The second deficit increase, $4 billion in total, came from Department of Homeland Security appropriations (HR 240) passed in March. The law ended up spending $200 million more on an annual basis than the continuing resolution (CR) it had been operating under before that had; whereas the appropriations law spent right up to the spending cap, the CR had left spending $200 million short. In addition, the law contained $812 million of disaster relief that was not offset.
Two other bills have made a small dent in ten-year deficits. The first is a piece of the trade legislation (HR 1295) that extended several trade preferences and offset them with an increase in and extension of customs fees and other policies, reducing deficits by $1 billion. The second reauthorized the terrorism insurance program (HR 26) through 2020. The program itself is slightly deficit-reducing, and some of the spending from the authorization would occur beyond 2025 so the reauthorization reduces deficits through 2025 by $386 million.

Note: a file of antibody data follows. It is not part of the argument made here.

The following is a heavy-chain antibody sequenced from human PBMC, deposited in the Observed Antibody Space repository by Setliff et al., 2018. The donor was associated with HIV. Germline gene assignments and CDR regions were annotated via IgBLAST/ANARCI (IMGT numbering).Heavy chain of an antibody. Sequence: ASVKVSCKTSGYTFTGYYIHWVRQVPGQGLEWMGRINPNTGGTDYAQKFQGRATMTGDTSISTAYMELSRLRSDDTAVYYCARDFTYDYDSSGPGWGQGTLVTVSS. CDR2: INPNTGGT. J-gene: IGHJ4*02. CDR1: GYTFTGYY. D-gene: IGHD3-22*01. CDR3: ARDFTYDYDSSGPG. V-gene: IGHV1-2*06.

The net deficit increase from these four bills amounts to about $145 billion and would generate $35 billion of interest costs on the additional debt that would be needed, bringing the total to $180 billion.
|Budgetary Effect of 2015 Enacted Legislation|
|2015-2025 Cost/Savings (-)|
|Physician Payment Law||$141 billion|
|Veterans' Tax Cuts||$1 billion|
|Homeland Security Appropriations||$4 billion|
|Trade Preference Law||-$1 billion|
|Terrorism Insurance Reauthorization||-$0.4 billion|
|Primary Cost||$145 billion|
|Interest Cost||$35 billion|
|Total Cost||$180 billion|
Source: CBO, JCT, CRFB calculations